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About You:

Now age 63, I began creating silver work 47 years ago in Ontario under the guidance of my high school art teacher, Mr. Arthur Brecken. My current touring exhibition — Mentor & Metalsmith — is a tribute to this gentleman. In 1981, I earned my MFA in Metalsmithing at Cranbrook Academy of Art in Michigan, then worked as a commercial silver designer in Massachusetts, USA. In 1986, I returned to Canada, married, and began my career as a self-employed jewellery artist and silversmith.

For the next 20 years, I also became the stay-at-home Dad for our two daughters, while continuing to create my metalwork part-time. In 2003, I received a Canada Council for the Arts grant to research a Japanese lamination technique called mokume gane (woodgrain metal) — my Bonsai Bowl in the Mentor & Metalsmith exhibit is one of the pieces created through this assistance. In 2015, I was honoured to be inducted into the Royal Canadian Academy of Arts (RCA).

I enjoy the challenge of working in metal. It is a resistant material, yet, also surprisingly malleable. When smithing pieces, it excites me to gradually flow the metal as a plastic solid. Metal is also a precise material. Jewellery-making satisfies me immensely due to the accuracy that can be achieved in soldered construction and stone setting. I often cut and polish my own stones to match the precision of the metal work.

I also enjoy the challenge of functional design. The purpose of a piece, its human overtones, its operational requirements are all starting points for a host of creative solutions. I strive for a fusion of form and function. As in nature, beauty of form is often synonymous with ability to function. I try to create designs that read clearly by reducing and simplifying, and by using smooth flowing lines that the eye can follow with ease.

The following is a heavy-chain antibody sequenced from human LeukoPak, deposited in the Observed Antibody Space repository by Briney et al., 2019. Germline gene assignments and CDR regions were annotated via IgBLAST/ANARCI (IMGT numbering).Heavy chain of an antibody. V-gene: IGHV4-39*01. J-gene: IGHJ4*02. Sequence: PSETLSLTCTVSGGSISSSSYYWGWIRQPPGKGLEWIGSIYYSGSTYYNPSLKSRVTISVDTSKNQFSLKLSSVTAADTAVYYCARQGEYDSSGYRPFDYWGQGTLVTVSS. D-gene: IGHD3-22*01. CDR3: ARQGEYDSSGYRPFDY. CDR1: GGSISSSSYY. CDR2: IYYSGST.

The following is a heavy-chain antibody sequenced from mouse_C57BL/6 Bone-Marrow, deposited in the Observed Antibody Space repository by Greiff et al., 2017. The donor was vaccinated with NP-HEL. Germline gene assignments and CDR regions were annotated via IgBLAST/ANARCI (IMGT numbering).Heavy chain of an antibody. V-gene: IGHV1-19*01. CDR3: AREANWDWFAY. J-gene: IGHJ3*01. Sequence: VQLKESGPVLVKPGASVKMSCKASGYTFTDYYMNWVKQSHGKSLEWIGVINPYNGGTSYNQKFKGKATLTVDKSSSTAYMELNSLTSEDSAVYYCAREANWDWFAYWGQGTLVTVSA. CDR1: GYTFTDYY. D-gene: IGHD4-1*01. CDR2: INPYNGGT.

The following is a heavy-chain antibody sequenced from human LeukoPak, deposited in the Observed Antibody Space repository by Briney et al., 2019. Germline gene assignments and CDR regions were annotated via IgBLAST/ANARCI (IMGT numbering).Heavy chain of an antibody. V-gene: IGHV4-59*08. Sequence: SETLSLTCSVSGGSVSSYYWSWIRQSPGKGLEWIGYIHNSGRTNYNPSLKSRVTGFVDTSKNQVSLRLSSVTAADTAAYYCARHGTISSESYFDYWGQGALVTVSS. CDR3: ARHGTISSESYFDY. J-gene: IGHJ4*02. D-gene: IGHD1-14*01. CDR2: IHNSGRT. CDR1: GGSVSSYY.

Your Inspiration For Becoming An Artist:

I actually wanted to become a professional musician and, after high school, studied violin at University of Toronto.  During those years, I also made jewellery as a side-line source of income. I realized how much more comfortable I felt creating finished products in the privacy of my studio rather than re-creating musical performances on stage.  My high school art teacher, Mr. Arthur Brecken, was totally supportive of my interests and directions as they unfolded.  For me, he was a facilitator and a patron as much as a teacher, and he remained my true friend for the last 30 years of his life.  I had always enjoyed working with my hands, and the creative possibilities of precious metal and gems definitely resonated with me, but I think it was Arthur’s example and support that led me to become an artist.

How Do You Want Audiences To Respond To Your Work?

When people see and interact with my work, they respond to several things at once.  They feel the physical weight of the pieces, they sense the integrity of the hand-made processes involved, they respond to the clarity and directness of the designs, and they relate to the flowing lines and contours in my work.

Photo: Wesley Harris in his work space

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